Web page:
Apple Department Of Food Islamia Minera House Nigeria Thomas Dolan Mick Mattie
New tensions emerge between Biden team and Trump administration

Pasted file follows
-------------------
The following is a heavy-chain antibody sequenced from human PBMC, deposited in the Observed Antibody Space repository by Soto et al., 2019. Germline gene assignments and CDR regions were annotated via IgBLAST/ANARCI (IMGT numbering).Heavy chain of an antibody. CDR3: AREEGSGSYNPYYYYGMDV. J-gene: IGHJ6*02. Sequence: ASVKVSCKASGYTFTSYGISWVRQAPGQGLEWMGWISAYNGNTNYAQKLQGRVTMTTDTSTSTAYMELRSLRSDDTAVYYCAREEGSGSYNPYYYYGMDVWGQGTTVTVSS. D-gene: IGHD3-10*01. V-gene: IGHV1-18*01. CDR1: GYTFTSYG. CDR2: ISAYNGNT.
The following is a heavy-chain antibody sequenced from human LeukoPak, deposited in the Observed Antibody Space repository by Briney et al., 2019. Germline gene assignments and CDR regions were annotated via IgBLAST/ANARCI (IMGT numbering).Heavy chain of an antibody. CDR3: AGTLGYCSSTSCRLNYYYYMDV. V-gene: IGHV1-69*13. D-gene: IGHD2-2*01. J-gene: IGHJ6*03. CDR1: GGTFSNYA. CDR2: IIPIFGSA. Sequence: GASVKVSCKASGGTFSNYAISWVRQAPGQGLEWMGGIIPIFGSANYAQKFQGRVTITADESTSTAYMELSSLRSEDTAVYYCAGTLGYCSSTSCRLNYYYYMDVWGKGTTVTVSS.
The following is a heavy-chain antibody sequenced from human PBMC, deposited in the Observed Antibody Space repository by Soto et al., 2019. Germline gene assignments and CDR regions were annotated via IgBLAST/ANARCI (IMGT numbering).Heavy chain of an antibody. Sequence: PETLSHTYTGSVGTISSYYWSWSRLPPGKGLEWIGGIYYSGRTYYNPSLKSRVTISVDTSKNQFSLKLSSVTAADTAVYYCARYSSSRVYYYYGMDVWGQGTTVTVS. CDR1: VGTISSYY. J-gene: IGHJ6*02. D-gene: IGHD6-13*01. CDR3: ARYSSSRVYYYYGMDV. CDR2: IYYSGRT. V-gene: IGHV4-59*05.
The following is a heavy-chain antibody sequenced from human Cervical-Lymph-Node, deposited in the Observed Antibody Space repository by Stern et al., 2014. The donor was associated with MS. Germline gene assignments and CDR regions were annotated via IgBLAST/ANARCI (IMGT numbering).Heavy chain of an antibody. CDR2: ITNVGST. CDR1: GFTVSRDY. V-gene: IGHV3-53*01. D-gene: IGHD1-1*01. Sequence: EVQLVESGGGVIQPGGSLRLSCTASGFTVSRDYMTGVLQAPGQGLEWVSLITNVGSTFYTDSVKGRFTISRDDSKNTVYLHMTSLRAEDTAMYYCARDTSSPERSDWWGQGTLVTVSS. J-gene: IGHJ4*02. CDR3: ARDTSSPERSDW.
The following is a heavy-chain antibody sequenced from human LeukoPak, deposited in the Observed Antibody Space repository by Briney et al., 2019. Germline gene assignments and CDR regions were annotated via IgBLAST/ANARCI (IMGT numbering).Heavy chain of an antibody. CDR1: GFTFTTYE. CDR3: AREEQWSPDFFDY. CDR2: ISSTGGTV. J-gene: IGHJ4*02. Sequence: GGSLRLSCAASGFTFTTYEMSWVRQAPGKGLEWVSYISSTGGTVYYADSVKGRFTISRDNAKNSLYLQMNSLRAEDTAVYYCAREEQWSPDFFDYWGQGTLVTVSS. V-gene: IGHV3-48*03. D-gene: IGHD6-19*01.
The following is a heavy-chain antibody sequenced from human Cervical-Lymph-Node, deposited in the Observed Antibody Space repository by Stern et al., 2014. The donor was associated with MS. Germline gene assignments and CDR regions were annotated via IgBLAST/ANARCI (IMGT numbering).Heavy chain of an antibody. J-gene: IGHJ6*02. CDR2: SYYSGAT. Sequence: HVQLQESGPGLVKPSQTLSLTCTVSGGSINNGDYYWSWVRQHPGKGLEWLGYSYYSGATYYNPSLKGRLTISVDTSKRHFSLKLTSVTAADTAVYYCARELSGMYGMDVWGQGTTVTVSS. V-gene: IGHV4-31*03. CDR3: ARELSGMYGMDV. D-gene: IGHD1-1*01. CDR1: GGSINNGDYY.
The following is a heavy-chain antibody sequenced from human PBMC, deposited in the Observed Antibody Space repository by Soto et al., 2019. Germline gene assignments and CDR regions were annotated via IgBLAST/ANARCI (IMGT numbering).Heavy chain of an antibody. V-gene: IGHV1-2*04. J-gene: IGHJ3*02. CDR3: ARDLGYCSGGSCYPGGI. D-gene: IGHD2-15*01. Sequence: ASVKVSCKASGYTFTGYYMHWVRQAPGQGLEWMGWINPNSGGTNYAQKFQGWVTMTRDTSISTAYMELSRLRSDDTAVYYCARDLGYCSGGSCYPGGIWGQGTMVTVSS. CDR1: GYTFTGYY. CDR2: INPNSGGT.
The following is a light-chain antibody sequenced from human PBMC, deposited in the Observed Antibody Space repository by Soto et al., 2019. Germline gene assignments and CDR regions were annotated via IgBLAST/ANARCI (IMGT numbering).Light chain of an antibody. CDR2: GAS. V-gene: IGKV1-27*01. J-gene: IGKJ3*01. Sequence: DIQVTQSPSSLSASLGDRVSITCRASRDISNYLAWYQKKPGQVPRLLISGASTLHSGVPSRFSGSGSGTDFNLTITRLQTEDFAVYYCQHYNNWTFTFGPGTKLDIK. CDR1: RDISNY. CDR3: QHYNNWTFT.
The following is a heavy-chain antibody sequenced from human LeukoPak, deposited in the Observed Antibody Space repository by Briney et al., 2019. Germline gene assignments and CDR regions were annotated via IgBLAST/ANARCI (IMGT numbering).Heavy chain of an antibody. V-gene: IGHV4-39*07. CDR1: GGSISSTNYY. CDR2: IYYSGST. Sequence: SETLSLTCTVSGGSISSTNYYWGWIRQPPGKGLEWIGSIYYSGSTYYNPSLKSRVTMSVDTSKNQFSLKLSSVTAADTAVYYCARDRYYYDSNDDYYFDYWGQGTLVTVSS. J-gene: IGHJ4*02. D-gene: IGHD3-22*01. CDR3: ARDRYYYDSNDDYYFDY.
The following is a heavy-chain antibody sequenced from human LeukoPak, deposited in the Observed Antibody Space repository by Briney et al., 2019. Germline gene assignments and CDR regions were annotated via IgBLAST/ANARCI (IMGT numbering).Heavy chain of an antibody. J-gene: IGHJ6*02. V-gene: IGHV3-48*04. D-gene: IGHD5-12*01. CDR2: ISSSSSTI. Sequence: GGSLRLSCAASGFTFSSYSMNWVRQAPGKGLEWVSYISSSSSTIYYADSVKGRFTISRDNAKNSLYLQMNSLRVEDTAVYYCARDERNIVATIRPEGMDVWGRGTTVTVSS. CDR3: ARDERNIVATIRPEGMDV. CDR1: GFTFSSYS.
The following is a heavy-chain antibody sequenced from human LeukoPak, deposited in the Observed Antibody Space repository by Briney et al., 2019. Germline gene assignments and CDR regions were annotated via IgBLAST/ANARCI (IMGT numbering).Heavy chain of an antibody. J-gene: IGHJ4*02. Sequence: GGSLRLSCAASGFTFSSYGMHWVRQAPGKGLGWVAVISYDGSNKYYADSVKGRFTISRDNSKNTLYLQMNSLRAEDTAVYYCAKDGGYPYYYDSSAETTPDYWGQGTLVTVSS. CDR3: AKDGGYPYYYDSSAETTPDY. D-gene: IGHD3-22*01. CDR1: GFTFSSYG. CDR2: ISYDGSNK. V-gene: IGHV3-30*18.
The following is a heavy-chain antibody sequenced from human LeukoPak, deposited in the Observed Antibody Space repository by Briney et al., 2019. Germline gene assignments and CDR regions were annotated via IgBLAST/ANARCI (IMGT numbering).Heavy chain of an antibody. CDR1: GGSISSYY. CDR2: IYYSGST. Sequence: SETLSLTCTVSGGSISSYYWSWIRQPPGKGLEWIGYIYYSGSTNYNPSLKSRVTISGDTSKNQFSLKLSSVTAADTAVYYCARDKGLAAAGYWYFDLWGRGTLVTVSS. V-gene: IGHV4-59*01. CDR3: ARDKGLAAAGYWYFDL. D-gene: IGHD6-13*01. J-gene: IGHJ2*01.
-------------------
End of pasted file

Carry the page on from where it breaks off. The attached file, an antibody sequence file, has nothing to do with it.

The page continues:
Heartland Newsfeed Radio Network

06:18 min | 1 year ago

New tensions emerge between Biden team and Trump administration